Recent surveys have found that 70-80% of college graduates are planning on moving home, and that they will stay home for an average of 2 years. So, what are parents to do when the child they thought they had launched successfully, returns? Many parents find themselves caught in a ‘is my child a member of the household or a guest?’ bind, while others find that the two parents have differing ideas about how long the child may stay home and under what conditions. The keys to getting your child to move out successfully are a realistic idea of what lies ahead for your child, a move towards making home uncomfortable, and a firm, steady push in that direction.

Many children return home with the cry of, ‘The economy is so bad! I can’t find a job!’ but let’s be realistic. There is a huge difference between a career and a job. Yes, the economy is tough and many graduates may have trouble starting in their career in any professional manner. But that doesn’t mean they can’t find work that would support them and have no choice but to move home. Minimum wage is $825 in California, which makes $920/month after taxes. Even in the exorbitantly expensive Bay Area, rooms are available for rent for $400-$600/month. This would leave $500-$320 leftover. Car insurance is likely to be $100, leaving between $200 and $400 for food, clothing and whatever else. It’s not fancy living, by any stretch but it is independence for them, and peace and quiet for you. Besides, starting ‘at the bottom’ will just give them more motivation to work hard. If you (and they) can see that they don’t need the ‘perfect job’ before they move out, you will have gone a long way towards shortening their stay.

Another key factor in getting kids to move out is to make home at least slightly uncomfortable. It is a well known fact that people change when they are uncomfortable and tend to remain the same when all is well. So a child who gets his meals prepared and finds his surroundings miraculously cleaned for him has little motivation to change. On the other hand, a child who pays rent for the privilege of being home by curfew, cleaning his room as well as the living room, and doing the grocery shopping, will be more likely to want to be truly on his own. If your child tries the ‘but I’m an adult! I don’t have to have a curfew/clean the bathroom/do whatever you’re asking me to’, remind him that ‘adults’ live on their own and support themselves.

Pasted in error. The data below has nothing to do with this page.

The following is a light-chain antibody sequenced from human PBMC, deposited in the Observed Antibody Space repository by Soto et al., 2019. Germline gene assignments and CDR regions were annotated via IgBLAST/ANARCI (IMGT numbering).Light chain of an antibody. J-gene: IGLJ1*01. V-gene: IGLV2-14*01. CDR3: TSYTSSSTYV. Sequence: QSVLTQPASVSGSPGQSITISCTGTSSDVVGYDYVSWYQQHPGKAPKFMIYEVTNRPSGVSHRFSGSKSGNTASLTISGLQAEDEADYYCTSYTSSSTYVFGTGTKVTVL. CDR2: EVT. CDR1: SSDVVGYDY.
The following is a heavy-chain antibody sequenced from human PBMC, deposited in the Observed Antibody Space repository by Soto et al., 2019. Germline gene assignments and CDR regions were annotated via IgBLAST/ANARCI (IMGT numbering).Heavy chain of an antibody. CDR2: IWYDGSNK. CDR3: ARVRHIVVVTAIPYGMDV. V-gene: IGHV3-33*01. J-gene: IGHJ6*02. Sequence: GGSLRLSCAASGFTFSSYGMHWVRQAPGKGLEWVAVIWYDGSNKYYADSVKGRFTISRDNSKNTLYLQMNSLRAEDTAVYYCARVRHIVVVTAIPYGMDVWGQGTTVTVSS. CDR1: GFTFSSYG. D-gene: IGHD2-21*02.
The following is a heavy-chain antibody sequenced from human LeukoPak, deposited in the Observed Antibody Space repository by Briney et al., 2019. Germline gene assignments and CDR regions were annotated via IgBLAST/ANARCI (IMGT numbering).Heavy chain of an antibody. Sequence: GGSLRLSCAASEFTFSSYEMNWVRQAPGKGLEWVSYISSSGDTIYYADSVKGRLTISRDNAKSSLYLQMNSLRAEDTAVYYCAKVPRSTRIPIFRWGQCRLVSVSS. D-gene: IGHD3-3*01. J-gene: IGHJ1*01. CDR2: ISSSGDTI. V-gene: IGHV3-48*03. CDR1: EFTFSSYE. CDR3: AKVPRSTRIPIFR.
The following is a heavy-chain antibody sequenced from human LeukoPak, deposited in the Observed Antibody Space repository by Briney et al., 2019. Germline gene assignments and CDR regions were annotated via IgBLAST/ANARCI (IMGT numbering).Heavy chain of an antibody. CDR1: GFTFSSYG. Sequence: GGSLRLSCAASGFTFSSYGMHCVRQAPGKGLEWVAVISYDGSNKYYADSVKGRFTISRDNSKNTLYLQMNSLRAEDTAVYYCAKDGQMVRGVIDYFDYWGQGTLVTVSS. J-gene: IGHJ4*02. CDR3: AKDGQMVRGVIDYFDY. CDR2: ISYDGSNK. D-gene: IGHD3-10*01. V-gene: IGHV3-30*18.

To give the firm, steady push out the door, set up a contract before your child moves in, if possible, outlining rent, chores, curfew, and estimated length of stay. Don’t let ‘but I don’t have a job!’ deter you from charging rent. Almost anyone can find a babysitting job or return cans and bottles for the deposit. Free rooms are scarce in the real world and it is best your child learn that r rather than later. Besides letting your child know upfront ‘this is not an unlimited gig’ another way to push for them to move out.

If issues such as mental or physical handicaps are involved, contact your local social services (dial 211 from any phone in the Bay Area to get started) to see what help is available. As much as children may be reluctant to make the Big Jump, it is better for all involved that they move towards independence rather than the other way around.

It’s a fact of today’s economy that many kids are moving home, but that doesn’t mean parents have to let it drag on forever, if they choose to let their kids move in at all. By being realistic with your child about what to expect, making home less inviting and giving your child a firm push toward the door, you can dramatically reduce the length of his stay.

On a final note, in is of supreme importance that parents find a way to agree on how they are going to deal with the child. In most couples, one person will take a ‘but it’s my child!’ viewpoint where the other will take a ‘he’s an adult—time for him to get out!’ attitude. So, how to find a compromise? It may take counseling, but it is best if parents can come to see that the parent who wants the child out is not ‘turning his back on the child’, or however else the partner might phrase it. And the partner who is willing to extend hospitality is not necessarily ‘coddling the child.’ Parents should work together to try and see the other’s viewpoint. Perhaps the ‘he can stay’ parent had issues about not feeling welcome in his own home as a child. Or perhaps the ‘time to be out on your own’ parent has reasons to fear that too much ‘help’ will lead to dependency. It is best, if possible, to explore these with the help of a licensed professional.